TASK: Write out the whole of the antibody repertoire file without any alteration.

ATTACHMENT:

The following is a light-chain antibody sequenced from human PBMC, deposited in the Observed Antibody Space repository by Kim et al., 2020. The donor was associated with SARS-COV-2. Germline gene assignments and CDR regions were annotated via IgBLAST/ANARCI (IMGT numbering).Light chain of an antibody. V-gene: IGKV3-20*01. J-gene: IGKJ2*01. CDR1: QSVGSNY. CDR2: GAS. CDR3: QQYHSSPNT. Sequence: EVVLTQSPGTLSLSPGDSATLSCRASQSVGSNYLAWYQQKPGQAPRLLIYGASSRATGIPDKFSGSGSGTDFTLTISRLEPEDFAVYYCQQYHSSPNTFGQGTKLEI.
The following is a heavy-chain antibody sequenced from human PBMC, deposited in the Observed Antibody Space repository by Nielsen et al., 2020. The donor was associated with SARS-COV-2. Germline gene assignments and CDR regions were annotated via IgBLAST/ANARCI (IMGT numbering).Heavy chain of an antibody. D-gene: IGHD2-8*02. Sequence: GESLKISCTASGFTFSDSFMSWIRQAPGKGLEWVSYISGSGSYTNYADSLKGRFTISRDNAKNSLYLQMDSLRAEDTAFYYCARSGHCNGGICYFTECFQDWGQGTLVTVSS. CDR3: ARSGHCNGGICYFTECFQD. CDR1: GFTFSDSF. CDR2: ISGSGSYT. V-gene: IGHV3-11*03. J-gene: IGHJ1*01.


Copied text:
The following is a light-chain antibody sequenced from human PBMC, deposited in the Observed Antibody Space repository by Kim et al., 2020. The donor was associated with SARS-COV-2. Germline gene assignments and CDR regions were annotated via IgBLAST/ANARCI (IMGT numbering).Light chain of an antibody. V-gene: IGKV3-20*01. J-gene: IGKJ2*01. CDR1: QSVGSNY. CDR2: GAS. CDR3: QQYHSSPNT. Sequence: EVVLTQSPGTLSLSPGDSATLSCRASQSVGSNYLAWYQQKPGQAPRLLIYGASSRATGIPDKFSGSGSGTDFTLTISRLEPEDFAVYYCQQYHSSPNTFGQGTKLEI.
The following is a heavy-chain antibody sequenced from human PBMC, deposited in the Observed Antibody Space repository by Nielsen et al., 2020. The donor was associated with SARS-COV-2. Germline gene assignments and CDR regions were annotated via IgBLAST/ANARCI (IMGT numbering).Heavy chain of an antibody. D-gene: IGHD2-8*02. Sequence: GESLKISCTASGFTFSDSFMSWIRQAPGKGLEWVSYISGSGSYTNYADSLKGRFTISRDNAKNSLYLQMDSLRAEDTAFYYCARSGHCNGGICYFTECFQDWGQGTLVTVSS. CDR3: ARSGHCNGGICYFTECFQD. CDR1: GFTFSDSF. CDR2: ISGSGSYT. V-gene: IGHV3-11*03. J-gene: IGHJ1*01.